A bright spot however, is that steelmakers operating in the US, Turkey and India will be on a relatively firmer footing over the coming quarters. For instance, demand for steel products will continue to improve as the US economy continues to gain traction, while infrastructure projects in Turkey and India boost steel consumption.

Mixed Outlook
Global - Steel Production By Company (mnt, 2012)

Key Themes In Global Steel Sector

  • The weight of excess supply from China will remain a key drag on steel prices. We forecast the MEPS global carbon steel price to average US$695/tonne in 2014, compared with an average of US$708/tonne in 2013.

  • Protectionist measures, in the form of punitive duties on imported steel products, could proliferate over the coming quarters.

  • Chinese steelmakers, in particular, will feel the heat of tighter environmental regulations. This should accentuate a gradual shift towards EAF-based steel production in the country.

  • Vertical integration could gain traction as steelmakers seek to secure stable supplies of coal and iron ore, while hedging themselves against price volatility.

  • Entrenched government policies that shield loss-making steelmakers from market forces to differing degrees will continue to delay the much-needed production discipline in the steel sector. This includes steelmakers operating in countries such as China, France and Belgium.

Steel Trap
MEPS Carbon Steel Product Composite Price (US$/tonne)

China: Consolidating...Gradually

As spotlighted by the demise of Suntech Power Holdings, the world's largest solar manufacturer, in 2013, we are starting to see signs of a broader realisation on the part of Beijing that the previous government's state investment-led policies were inherently unsustainable. With a raft of precarious fundamentals weighing heavily on the Chinese steel industry, we believe the decades of blind expansion and government support are fast catching up with the sector ( see 'Steel: Bloated Sector Running Out Of Luck', August 12, 2013).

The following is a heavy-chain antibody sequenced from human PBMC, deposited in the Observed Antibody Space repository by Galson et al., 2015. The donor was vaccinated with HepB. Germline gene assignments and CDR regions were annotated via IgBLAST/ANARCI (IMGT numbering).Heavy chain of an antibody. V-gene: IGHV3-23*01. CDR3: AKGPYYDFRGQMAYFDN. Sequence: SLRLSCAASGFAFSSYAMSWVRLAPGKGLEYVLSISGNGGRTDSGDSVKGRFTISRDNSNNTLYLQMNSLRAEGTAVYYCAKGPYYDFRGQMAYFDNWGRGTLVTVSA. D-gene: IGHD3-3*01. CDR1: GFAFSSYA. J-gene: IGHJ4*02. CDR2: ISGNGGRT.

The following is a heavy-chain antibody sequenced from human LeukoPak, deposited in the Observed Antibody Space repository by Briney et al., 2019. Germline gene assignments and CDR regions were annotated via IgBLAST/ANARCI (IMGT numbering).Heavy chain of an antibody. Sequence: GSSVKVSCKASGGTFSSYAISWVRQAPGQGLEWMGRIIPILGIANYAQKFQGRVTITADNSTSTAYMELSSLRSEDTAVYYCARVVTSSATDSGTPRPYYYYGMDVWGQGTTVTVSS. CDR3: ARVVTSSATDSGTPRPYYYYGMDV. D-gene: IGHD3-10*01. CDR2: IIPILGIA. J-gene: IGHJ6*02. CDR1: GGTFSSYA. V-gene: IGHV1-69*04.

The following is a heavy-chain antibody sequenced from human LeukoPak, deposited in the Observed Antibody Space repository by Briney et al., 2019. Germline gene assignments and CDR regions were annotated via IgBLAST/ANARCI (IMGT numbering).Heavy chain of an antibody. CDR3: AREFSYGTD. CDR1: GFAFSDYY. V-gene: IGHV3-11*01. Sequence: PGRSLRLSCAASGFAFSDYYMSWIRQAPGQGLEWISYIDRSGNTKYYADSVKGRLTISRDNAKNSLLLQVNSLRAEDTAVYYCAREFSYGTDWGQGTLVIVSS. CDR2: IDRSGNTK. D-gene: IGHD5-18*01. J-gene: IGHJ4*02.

Waning Fortunes
Select Chinese Steelmakers - Profit Margin (%)

Chinese steelmakers will be forced to increasingly rationalise production over the coming quarters as the Chinese government steps up its fight against air pollution. The provincial government of Hebei has orchestrated a string of furnace shutdowns in recent months due to heavy pollution in the region. Hebei has been ordered to retire 60mn tonnes (mnt) of capacity, or a quarter of the province's steel capacity and 75% of the nationwide target, over the next five years. According to the Ministry of Environmental Protection, seven of China's 10 most polluted cities are located in Hebei, where visibility levels in the southern areas are the worst nationwide. Indeed, steel production in Hebei, China's largest steel-producing region, plunged 16% between February and November 2013, compared with a rise of around 10% for the rest of China.

Intense Cutbacks In Hebei
China - % Share of Total Steel Production By Region (2012)